We can't see them, of course, but the heavens contain two "great circles" that can help us define the position of any celestial object.
The easiest to imagine is the one we know as the horizon. Starting at due north, scan your gaze east along the horizon and divide it into 360 equal pieces. One degree is the width of your little finger held at arm's length; your fist -- thumb to little finger -- also held at arm's length spans about 10 degrees.
We measure azimuth eastward along the horizon from due north. So something that lies due east is said to have an azimuth of 90 degrees east of north. And something in north-northwest might have an azimuth of 315 degrees east of north. circle we can imagine begins at any point on the horizon, passes directly overhead (the zenith) and continues down to the opposite side of the horizon. Since it's half a circle, we can divide it into 180 degrees and use it to measure the altitude of any celestial object. You can use your fist for this, too.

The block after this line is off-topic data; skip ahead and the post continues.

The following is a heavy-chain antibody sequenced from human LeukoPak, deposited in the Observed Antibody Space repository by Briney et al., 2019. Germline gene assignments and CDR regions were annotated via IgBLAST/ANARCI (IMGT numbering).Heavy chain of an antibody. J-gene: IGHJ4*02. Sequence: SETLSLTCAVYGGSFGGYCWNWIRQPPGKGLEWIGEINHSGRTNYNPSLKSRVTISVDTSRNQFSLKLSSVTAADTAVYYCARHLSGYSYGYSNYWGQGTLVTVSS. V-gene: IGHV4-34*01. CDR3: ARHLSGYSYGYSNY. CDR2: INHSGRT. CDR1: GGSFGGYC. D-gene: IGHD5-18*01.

See it with Polaris, the North Star, which remains relatively fixed in our sky. If you live in San Diego, the star's altitude is about 33 degrees; from Chicago, Polaris appears about 42 degrees above the horizon because the altitude of the North Star equals your latitude.
There are other circles: the ecliptic, the meridian, the celestial equator . . . knowing these help astronomers grasp the layout and movement of our sky. It was back in the autumn of '66 that something clicked inside of me. Perhaps it was a clonk on the head during football practice; more likely, though, it was the skill of my geometry teacher who never gave up on the goofy kid in the third row.
Soon I became fascinated by how one can describe the world and universe with geometrical figures and angles, and how important this was in the field of astronomy.
And for that precious gift, Mrs. Moyer, I thank you!